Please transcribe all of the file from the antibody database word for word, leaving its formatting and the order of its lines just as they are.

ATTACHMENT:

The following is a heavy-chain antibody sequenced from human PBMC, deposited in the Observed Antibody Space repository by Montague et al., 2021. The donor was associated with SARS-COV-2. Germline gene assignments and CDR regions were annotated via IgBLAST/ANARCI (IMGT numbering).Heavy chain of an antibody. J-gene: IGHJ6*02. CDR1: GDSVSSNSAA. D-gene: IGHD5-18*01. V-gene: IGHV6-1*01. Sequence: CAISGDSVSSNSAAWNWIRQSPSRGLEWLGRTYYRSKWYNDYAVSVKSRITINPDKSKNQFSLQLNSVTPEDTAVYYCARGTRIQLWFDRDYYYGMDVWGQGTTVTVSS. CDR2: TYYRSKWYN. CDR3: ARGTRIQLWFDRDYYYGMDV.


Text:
The following is a heavy-chain antibody sequenced from human PBMC, deposited in the Observed Antibody Space repository by Montague et al., 2021. The donor was associated with SARS-COV-2. Germline gene assignments and CDR regions were annotated via IgBLAST/ANARCI (IMGT numbering).Heavy chain of an antibody. J-gene: IGHJ6*02. CDR1: GDSVSSNSAA. D-gene: IGHD5-18*01. V-gene: IGHV6-1*01. Sequence: CAISGDSVSSNSAAWNWIRQSPSRGLEWLGRTYYRSKWYNDYAVSVKSRITINPDKSKNQFSLQLNSVTPEDTAVYYCARGTRIQLWFDRDYYYGMDVWGQGTTVTVSS. CDR2: TYYRSKWYN. CDR3: ARGTRIQLWFDRDYYYGMDV.